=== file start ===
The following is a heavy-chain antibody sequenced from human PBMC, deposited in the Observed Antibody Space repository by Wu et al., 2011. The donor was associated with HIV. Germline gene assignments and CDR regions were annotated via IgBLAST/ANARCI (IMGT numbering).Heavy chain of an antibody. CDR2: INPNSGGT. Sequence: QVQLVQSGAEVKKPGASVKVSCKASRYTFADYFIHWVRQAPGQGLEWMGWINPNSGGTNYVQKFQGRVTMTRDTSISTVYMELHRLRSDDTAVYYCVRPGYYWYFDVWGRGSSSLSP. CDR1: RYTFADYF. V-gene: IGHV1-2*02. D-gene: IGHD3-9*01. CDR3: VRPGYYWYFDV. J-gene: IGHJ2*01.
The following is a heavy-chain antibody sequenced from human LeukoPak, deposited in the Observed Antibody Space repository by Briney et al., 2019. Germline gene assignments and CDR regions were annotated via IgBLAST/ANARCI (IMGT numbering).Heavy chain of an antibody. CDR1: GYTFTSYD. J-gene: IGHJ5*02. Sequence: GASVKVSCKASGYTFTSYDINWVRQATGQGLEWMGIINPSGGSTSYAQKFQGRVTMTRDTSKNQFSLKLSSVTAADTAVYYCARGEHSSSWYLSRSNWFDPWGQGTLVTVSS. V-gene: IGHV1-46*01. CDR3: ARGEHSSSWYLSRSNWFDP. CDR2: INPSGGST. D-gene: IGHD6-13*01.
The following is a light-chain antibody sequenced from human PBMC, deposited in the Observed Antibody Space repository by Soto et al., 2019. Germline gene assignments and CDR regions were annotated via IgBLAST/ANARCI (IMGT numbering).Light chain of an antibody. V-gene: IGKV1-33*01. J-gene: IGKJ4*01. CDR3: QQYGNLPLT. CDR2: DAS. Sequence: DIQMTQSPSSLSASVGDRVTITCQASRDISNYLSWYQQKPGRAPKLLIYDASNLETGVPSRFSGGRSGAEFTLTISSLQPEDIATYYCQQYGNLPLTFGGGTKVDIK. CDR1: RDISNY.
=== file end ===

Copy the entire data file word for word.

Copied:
The following is a heavy-chain antibody sequenced from human PBMC, deposited in the Observed Antibody Space repository by Wu et al., 2011. The donor was associated with HIV. Germline gene assignments and CDR regions were annotated via IgBLAST/ANARCI (IMGT numbering).Heavy chain of an antibody. CDR2: INPNSGGT. Sequence: QVQLVQSGAEVKKPGASVKVSCKASRYTFADYFIHWVRQAPGQGLEWMGWINPNSGGTNYVQKFQGRVTMTRDTSISTVYMELHRLRSDDTAVYYCVRPGYYWYFDVWGRGSSSLSP. CDR1: RYTFADYF. V-gene: IGHV1-2*02. D-gene: IGHD3-9*01. CDR3: VRPGYYWYFDV. J-gene: IGHJ2*01.
The following is a heavy-chain antibody sequenced from human LeukoPak, deposited in the Observed Antibody Space repository by Briney et al., 2019. Germline gene assignments and CDR regions were annotated via IgBLAST/ANARCI (IMGT numbering).Heavy chain of an antibody. CDR1: GYTFTSYD. J-gene: IGHJ5*02. Sequence: GASVKVSCKASGYTFTSYDINWVRQATGQGLEWMGIINPSGGSTSYAQKFQGRVTMTRDTSKNQFSLKLSSVTAADTAVYYCARGEHSSSWYLSRSNWFDPWGQGTLVTVSS. V-gene: IGHV1-46*01. CDR3: ARGEHSSSWYLSRSNWFDP. CDR2: INPSGGST. D-gene: IGHD6-13*01.
The following is a light-chain antibody sequenced from human PBMC, deposited in the Observed Antibody Space repository by Soto et al., 2019. Germline gene assignments and CDR regions were annotated via IgBLAST/ANARCI (IMGT numbering).Light chain of an antibody. V-gene: IGKV1-33*01. J-gene: IGKJ4*01. CDR3: QQYGNLPLT. CDR2: DAS. Sequence: DIQMTQSPSSLSASVGDRVTITCQASRDISNYLSWYQQKPGRAPKLLIYDASNLETGVPSRFSGGRSGAEFTLTISSLQPEDIATYYCQQYGNLPLTFGGGTKVDIK. CDR1: RDISNY.